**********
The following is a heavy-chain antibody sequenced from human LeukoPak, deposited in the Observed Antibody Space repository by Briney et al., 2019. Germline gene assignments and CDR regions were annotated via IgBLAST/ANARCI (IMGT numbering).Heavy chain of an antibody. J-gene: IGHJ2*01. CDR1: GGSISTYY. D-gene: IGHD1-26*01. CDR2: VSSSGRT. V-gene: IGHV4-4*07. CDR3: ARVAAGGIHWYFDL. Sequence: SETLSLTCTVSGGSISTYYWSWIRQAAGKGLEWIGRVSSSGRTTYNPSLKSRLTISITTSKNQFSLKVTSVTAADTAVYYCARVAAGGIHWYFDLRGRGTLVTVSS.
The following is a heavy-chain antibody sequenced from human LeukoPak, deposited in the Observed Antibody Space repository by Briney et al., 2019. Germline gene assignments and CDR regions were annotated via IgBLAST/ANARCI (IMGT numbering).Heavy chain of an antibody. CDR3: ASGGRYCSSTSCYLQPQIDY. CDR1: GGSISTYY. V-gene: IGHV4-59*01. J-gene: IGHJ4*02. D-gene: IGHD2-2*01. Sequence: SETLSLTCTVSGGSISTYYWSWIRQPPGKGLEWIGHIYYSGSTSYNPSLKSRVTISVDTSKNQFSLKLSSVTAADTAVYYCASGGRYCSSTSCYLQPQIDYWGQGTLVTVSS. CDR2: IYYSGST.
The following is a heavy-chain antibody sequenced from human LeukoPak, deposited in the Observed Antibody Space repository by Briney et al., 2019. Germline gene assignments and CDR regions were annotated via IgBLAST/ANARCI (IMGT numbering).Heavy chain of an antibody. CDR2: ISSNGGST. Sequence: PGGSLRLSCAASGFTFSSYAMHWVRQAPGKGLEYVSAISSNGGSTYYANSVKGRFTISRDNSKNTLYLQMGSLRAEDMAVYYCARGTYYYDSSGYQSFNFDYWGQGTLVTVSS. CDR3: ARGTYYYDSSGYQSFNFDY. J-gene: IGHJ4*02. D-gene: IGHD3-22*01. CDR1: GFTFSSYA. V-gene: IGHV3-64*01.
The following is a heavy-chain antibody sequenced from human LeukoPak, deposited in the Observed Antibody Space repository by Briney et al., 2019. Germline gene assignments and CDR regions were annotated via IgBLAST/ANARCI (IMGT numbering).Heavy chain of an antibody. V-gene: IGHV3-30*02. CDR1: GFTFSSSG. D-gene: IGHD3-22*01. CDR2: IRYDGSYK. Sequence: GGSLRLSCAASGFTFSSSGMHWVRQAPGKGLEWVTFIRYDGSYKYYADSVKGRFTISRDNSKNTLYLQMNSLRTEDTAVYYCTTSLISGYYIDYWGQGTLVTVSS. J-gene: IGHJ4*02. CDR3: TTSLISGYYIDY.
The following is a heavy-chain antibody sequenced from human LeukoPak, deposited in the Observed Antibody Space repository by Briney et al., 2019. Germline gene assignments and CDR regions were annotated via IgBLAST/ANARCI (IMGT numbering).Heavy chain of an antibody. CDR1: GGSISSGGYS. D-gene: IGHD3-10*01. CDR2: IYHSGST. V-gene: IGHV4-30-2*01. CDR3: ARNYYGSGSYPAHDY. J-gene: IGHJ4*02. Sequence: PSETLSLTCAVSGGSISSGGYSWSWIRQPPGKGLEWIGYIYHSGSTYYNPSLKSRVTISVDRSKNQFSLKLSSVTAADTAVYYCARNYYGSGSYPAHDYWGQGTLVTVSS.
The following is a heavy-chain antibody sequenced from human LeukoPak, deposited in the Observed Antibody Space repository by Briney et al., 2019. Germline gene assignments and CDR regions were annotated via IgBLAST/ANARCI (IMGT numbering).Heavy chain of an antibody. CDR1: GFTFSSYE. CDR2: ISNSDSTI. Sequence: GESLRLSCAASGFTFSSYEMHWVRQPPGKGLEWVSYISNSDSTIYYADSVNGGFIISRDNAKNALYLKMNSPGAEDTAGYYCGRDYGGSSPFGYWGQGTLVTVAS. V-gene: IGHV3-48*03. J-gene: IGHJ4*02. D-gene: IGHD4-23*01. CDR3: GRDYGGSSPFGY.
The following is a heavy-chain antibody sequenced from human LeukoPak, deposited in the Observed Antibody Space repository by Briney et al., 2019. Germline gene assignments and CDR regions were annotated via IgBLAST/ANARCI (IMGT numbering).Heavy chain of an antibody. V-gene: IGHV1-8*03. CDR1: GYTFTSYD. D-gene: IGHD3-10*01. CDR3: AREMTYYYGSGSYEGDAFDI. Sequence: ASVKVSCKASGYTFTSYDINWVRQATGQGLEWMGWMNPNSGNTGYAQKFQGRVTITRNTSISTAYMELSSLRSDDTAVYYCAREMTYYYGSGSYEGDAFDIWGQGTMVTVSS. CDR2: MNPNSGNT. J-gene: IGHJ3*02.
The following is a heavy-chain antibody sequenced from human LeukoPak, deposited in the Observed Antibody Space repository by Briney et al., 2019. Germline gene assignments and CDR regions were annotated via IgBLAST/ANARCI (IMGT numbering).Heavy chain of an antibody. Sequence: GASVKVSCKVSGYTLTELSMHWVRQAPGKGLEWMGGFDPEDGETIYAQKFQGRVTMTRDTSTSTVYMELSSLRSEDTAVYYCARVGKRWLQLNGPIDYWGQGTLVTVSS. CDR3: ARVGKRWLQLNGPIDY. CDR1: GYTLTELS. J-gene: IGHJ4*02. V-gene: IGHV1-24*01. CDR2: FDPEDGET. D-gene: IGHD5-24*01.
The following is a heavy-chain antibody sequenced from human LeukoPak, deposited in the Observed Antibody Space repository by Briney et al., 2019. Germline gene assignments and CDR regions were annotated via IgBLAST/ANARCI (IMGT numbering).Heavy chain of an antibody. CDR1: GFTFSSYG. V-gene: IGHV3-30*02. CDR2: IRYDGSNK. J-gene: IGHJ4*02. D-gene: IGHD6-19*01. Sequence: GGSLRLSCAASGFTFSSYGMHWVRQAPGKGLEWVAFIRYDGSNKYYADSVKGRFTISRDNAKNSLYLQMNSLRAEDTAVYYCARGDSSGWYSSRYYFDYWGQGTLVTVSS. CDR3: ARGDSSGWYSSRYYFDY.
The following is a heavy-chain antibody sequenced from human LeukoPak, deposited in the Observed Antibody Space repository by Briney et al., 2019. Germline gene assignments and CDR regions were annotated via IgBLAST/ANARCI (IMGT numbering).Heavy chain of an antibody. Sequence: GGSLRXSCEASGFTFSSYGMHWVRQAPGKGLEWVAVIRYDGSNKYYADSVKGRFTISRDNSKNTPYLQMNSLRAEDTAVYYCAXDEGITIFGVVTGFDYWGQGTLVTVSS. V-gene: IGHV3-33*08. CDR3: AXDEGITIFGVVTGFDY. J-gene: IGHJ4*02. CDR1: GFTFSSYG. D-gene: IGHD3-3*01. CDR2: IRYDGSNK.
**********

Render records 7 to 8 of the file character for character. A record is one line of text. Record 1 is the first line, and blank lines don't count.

The following is a heavy-chain antibody sequenced from human LeukoPak, deposited in the Observed Antibody Space repository by Briney et al., 2019. Germline gene assignments and CDR regions were annotated via IgBLAST/ANARCI (IMGT numbering).Heavy chain of an antibody. V-gene: IGHV1-8*03. CDR1: GYTFTSYD. D-gene: IGHD3-10*01. CDR3: AREMTYYYGSGSYEGDAFDI. Sequence: ASVKVSCKASGYTFTSYDINWVRQATGQGLEWMGWMNPNSGNTGYAQKFQGRVTITRNTSISTAYMELSSLRSDDTAVYYCAREMTYYYGSGSYEGDAFDIWGQGTMVTVSS. CDR2: MNPNSGNT. J-gene: IGHJ3*02.
The following is a heavy-chain antibody sequenced from human LeukoPak, deposited in the Observed Antibody Space repository by Briney et al., 2019. Germline gene assignments and CDR regions were annotated via IgBLAST/ANARCI (IMGT numbering).Heavy chain of an antibody. Sequence: GASVKVSCKVSGYTLTELSMHWVRQAPGKGLEWMGGFDPEDGETIYAQKFQGRVTMTRDTSTSTVYMELSSLRSEDTAVYYCARVGKRWLQLNGPIDYWGQGTLVTVSS. CDR3: ARVGKRWLQLNGPIDY. CDR1: GYTLTELS. J-gene: IGHJ4*02. V-gene: IGHV1-24*01. CDR2: FDPEDGET. D-gene: IGHD5-24*01.